It seems to me that the mall owners would gladly forgo the expense of the security guards. I believe their presence is due to the complaints of mall tenants about how difficult it can be at times for their customers to find spaces. The writers who complain about the mall policies seem to believe the mall owners have an obligation to those who take advantage of a central location to leave their vehicle but have no intention of supporting the businesses whose lot it is. I suspect if people didn’t take advantage of the lot, there wouldn’t be guards, there wouldn’t be towing and the patron of the mall who wanted to run across the street to visit another business could do so without fear of being towed.

I have worked for the owners of Carr Mill Mall. In many meetings, talks before and after the meetings and over lunches, I never heard Nathan Millian say some person shouldn’t be allowed to do business in Carrboro. I never heard Nathan Millian say someone doesn’t “mix” with Carrboro. Insult, calumny and ad hominem attacks seem to me part of regressive politics, not progressive politics.

Jack is right that it is never helpful to use ad hominems. I like to think that civility is as strong a Carrboro value as is sharing parking. (However, when typically civil people turn to ad hominens, something may be gleaned.) Jack is also right that parking lots are abused, not just Carr Mill's but around downtown. Such abuses often lead to more restrictive rules.Ruby is correct that there is a long history of Carr Mill management taking action that is out of step with the very community that the mall wishes to engage as customers. I had not previously heard that Phil Blank was trespassed which I find outrageous. Is there a nicer guy in Carrboro than Phil?But the tussle about Nathan and the mall should not obscure the important points raised above, important points for Carr Mill merchants not just its managers:-if I go to shop at the mall and discover I need cash, should I risk towing to walk over to the RBC ATM?-if I arrive to do business at the mall and see a friend across the street who I want to say hello to, should that really entail the risk of towing?-if someone drives from Durham to dine at Panzanella  and arrives 10 minutes before their friends and decides to take a stroll, should that lead to towing?Nathan tells me it is his policy that the guards should speak to people whenever possible before calling the tow truck. Reports above indicate that this might not always be happening. I'm sure Nathan would agree that mall employees should have a high standard for personal behavior when interacting with the public. After all, even if those parking are not mall customers at the moment, they almost certainly will be soon. I hope Nathan takes reports like Phil's seriously and reviews them with his staff. I have asked the town Economic Development Director to look into these concerns (she has already read this thread) and determine if there is a productive role the town can play. I will let you know what I hear from her.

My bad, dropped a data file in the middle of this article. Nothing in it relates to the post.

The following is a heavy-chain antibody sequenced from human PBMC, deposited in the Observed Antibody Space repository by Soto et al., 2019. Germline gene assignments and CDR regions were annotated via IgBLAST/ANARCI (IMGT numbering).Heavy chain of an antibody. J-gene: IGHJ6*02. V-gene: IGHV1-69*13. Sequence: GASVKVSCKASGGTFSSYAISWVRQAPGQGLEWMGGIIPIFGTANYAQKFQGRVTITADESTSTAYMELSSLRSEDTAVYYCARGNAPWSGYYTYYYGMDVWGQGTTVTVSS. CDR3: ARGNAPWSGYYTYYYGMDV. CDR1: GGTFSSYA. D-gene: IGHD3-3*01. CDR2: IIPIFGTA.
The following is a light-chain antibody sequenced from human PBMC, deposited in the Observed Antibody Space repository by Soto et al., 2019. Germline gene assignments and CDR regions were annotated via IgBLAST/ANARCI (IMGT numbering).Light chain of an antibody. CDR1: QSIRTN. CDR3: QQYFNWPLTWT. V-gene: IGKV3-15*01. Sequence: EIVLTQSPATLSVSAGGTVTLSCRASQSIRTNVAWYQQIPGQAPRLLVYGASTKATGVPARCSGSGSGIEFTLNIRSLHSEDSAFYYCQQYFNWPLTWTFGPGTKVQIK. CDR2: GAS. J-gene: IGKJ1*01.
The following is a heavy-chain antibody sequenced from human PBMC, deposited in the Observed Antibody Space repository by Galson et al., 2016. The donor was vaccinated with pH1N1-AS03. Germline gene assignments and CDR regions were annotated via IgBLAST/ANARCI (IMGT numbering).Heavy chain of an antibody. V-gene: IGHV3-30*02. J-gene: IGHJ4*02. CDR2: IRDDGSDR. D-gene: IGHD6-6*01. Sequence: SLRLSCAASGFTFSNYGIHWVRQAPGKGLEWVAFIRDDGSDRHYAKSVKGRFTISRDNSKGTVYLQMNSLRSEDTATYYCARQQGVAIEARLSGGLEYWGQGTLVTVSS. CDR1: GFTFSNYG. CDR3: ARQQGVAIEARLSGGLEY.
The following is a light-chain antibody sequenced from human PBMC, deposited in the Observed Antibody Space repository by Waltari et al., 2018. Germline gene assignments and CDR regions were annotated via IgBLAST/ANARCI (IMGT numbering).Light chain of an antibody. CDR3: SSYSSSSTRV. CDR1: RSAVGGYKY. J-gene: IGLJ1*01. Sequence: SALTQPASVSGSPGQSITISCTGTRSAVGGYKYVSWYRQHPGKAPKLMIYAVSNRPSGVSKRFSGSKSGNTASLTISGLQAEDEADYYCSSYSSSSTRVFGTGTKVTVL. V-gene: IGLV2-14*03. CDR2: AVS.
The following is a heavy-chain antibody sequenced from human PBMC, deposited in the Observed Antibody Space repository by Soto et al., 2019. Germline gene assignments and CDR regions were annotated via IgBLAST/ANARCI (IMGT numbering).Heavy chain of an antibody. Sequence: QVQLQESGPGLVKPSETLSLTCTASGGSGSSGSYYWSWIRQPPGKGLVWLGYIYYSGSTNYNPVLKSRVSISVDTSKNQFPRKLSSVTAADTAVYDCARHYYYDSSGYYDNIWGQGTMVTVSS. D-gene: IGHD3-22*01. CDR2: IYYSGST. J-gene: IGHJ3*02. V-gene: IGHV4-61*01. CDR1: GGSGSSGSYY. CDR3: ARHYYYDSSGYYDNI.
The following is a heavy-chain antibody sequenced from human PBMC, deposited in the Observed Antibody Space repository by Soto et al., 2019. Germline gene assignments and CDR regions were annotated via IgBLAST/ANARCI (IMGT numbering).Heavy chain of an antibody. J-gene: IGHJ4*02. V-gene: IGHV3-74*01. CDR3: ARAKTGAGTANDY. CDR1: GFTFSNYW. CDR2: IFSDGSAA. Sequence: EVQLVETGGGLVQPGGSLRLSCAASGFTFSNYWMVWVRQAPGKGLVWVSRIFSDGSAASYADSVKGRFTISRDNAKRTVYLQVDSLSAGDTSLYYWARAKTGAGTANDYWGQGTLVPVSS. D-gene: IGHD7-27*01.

It is just not accurate to describe my 8/26 post as excoriation, hostile or even ad hominem. Ruby was not out of line, either. And just because something is a legal right does not make it right. Property owners and managers are not above criticism, and we owe them no fealty. The real issue is that someone who has a great deal of power in downtown Carrboro is not an elected official and has demonstrated a lack of sensitivity to the abuse of that power. This relates to a misunderstanding of property, which was a main point of my post. Like Ruby, I am fed up with that. It is this concern, not personal animosity, that is the real motivation.Dan has done brilliant work in analyzing the connections between capitalism and environmental damage. Here I think we see the way capitalism leads some to think that property rights are absolute, and that they may legitimately be used in ways that are, as Ruby points out, hurtful.Jack, you wrote that "[t]he writers who complain about the mall policies seem to believe the mall owners have an obligation to those who take advantage of a central location to leave their vehicle but have no intention of supporting the businesses whose lot it is." They do have that obligation. It derives from what is required to be a good member of the community.Downtown Carrboro is walkable and should be a "park-once" environment to minimize automobile use. Since the Board of Alderman can not "nationalize" (or "townalize") the Carr Mill Mall parking lots, I hope we will write about other means to address the problems caused by harassing people who park downtown, and forcing them to move their cars from place to place merely because they are going to different businesses. Think about this. People who park in the Carr Mill lot but do not intend to do business there are (at times, fiercely) run off. But people who park in the lots owned by the town sometimes do business nowhere else but Carr Mill. To that extent, the mall is getting a free ride from the town. It is not at all untenable to expect Carr Mill management to ease up for this reason alone.James Coley

Today after enjoying a nice breakfast at Elmo's my three-year old daughter and I were playing a harmless game of hide-and-seek in Carr Mill Mall. It was hardly a game of hide and seek - more like peek-a-boo. The security guard, doing his very best to live up to the caricature, promptly put an end to our fun - out of concern for my daughter's "safety". Oh dear! A sad little man, to be sure, but in keeping with what I've read here and heard from others. Mind you, this was at 8:30 am on a Saturday. All business were closed (and it's not like Carr Mill Mall is ever a high traffic retail area). Needless to say, as someone who dropped over $1500 at Elmos, Alley Cat, and Panzenella's last year, and probably another $4000 at Weaver Street, being told I couldn't hide behind a corner to make my three-year-old laugh by a silly security guard with a Napoleon complex was more than a little annoying.